Pylos/Sphacteria: site of a small but important battle during the Peloponnesian War (431-404), during which the Athenian general Demosthenes and the statesman Cleon captured 292 Spartan soldiers, including 120 elite Spartiates (425 BCE).
In the winter of 426/425, the Athenian commander Demosthenes had noticed that a place in the southwestern Peloponnese called Pylos (not to be confused with the palace of the Homeric hero Nestor) could easily be fortified, and that the Athenians could use it as a base for further raids in the region. Moreover, this part of the Peloponnese, Messenia, was hostile against the Spartans, who had subdued the inhabitants, had made helots of them, and terrorized them. The Athenian garrison at Pylos offered them an opportunity to escape. This would greatly damage the Spartan economy. Demosthenes' proposal was imaginative, and the statesman Cleon, a "hawk", was able to see to its financing.
When Demosthenes had landed at Pylos in the spring of 425, the Spartans immediately sent a fleet, which included their future general Brasidas. They used the isle of Sphacteria as their base, and were isolated on this island when the Athenian navy defeated the Spartan ships. (The remains of one of the galleys have been found by underwater archaeologists.) No less than 292 Spartan soldiers, including 120 elite Spartiates, were now cut off.
This was the most spectacular Athenian victory during the war. Immediately, the Spartans offered a truce, because they were unwilling to sacrifice their men. They proposed a peace treaty and good will for the future, but Cleon immediately brushed it aside: there was no guarantee that the Spartans would not change their mind later. If they wanted peace, they needed to offer something better, including some sort of certainty for future peace. So, the war was resumed, but it was a different war: it had been shown that Sparta would stop fighting when its own people were imperiled, and would betray its allies by concluding a peace treaty. Sparta had lost the moral high ground.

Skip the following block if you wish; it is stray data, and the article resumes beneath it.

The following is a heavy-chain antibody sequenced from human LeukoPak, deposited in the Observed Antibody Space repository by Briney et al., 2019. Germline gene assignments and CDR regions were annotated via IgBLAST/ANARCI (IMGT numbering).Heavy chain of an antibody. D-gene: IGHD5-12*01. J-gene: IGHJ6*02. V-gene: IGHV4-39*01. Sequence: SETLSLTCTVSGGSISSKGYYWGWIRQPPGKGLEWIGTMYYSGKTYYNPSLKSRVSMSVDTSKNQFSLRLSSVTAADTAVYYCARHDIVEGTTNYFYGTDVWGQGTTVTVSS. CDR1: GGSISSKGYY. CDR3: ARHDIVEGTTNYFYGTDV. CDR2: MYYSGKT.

Still, many Athenians thought that Cleon had made a mistake, and he was more or less forced to create an even bigger victory. And so he did. He went to Pylos, spoke to Demosthenes, and attacked the Spartans on the island, who in the end surrendered. This was another blow for the Spartans that sincerely handicapped them, because they could no longer attack Athens - the hostages would be executed.
Although our most important source, the History of the Peloponnesian War by Thucydides, a personal enemy of Cleon, presents this as a lucky victory, it was in fact a carefully planned operation, as we can read in the World History by Diodorus of Sicily (text). "Pylos" not only marked the end of the myth of Spartan invincibility, but also showed that it was not willing to risk Spartan lives. On the other hand, Sparta was now forced to embark upon other strategies, and this opened the road to the resourceful Brasidas, who was to become the most dangerous enemy of Athens.